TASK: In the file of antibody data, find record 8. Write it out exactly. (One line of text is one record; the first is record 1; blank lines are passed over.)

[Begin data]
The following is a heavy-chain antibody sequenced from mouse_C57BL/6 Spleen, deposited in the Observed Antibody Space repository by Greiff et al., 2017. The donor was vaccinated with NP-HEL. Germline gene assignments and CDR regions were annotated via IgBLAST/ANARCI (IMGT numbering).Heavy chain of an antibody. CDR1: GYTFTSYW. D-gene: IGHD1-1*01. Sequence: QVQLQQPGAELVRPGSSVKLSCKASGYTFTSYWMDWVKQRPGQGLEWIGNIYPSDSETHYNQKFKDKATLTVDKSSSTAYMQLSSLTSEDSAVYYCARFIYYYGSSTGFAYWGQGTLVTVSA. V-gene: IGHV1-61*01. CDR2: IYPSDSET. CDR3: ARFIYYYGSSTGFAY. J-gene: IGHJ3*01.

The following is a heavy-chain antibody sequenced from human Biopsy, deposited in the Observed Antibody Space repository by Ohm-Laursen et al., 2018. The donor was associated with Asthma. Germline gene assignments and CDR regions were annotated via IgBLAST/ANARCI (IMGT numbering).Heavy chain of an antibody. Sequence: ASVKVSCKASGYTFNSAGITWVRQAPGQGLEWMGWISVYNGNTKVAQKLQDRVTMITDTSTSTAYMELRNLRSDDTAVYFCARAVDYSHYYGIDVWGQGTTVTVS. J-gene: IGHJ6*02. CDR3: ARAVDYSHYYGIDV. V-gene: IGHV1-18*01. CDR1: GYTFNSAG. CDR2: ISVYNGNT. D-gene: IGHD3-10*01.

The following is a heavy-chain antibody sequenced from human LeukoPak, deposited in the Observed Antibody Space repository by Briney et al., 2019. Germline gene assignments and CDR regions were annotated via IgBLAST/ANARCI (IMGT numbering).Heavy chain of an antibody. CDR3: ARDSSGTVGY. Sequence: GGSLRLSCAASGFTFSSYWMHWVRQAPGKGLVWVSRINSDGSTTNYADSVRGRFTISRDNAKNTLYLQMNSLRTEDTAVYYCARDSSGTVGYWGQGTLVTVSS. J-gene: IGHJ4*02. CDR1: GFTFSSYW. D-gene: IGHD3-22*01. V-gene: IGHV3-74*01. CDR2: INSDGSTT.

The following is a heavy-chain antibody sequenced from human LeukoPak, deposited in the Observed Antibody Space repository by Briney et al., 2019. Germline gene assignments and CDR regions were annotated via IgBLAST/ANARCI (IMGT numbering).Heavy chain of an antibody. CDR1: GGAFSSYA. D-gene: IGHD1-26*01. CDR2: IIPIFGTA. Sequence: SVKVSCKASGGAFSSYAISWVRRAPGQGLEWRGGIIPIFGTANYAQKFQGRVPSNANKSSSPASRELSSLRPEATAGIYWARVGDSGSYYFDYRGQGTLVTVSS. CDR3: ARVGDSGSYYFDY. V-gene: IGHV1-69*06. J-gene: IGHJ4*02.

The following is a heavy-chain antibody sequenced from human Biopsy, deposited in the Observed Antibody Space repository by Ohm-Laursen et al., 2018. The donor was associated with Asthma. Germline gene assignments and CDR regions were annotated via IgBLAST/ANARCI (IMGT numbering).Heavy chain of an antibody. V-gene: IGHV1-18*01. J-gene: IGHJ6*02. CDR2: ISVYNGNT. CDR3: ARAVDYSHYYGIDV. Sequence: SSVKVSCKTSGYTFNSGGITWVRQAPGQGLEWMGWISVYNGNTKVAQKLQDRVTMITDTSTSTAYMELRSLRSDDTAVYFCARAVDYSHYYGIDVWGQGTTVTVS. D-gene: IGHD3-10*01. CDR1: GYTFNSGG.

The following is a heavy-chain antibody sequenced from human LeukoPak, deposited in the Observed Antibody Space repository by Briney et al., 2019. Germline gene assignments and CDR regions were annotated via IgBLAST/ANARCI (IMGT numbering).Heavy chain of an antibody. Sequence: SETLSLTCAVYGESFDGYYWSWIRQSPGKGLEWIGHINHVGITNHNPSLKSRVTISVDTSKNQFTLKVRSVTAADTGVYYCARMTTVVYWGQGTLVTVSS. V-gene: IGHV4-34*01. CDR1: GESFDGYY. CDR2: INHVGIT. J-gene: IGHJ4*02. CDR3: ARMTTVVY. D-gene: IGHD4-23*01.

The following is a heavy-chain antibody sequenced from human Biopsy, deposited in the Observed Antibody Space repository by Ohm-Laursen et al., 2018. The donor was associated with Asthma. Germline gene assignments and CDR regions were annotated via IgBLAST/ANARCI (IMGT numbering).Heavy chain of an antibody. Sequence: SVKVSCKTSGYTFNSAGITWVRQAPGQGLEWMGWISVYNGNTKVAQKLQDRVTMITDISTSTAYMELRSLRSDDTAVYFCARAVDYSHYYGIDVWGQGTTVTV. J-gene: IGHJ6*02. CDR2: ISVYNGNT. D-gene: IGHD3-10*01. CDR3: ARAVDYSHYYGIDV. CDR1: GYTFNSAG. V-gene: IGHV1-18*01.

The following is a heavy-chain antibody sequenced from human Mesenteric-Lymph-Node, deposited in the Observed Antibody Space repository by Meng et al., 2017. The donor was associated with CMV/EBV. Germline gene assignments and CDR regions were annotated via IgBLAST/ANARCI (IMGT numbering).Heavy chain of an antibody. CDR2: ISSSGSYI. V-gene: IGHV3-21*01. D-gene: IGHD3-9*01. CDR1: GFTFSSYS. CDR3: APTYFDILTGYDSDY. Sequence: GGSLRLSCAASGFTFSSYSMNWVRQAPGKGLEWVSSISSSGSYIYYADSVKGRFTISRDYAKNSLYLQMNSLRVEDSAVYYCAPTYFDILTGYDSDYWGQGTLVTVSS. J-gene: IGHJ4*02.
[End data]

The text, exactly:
The following is a heavy-chain antibody sequenced from human Mesenteric-Lymph-Node, deposited in the Observed Antibody Space repository by Meng et al., 2017. The donor was associated with CMV/EBV. Germline gene assignments and CDR regions were annotated via IgBLAST/ANARCI (IMGT numbering).Heavy chain of an antibody. CDR2: ISSSGSYI. V-gene: IGHV3-21*01. D-gene: IGHD3-9*01. CDR1: GFTFSSYS. CDR3: APTYFDILTGYDSDY. Sequence: GGSLRLSCAASGFTFSSYSMNWVRQAPGKGLEWVSSISSSGSYIYYADSVKGRFTISRDYAKNSLYLQMNSLRVEDSAVYYCAPTYFDILTGYDSDYWGQGTLVTVSS. J-gene: IGHJ4*02.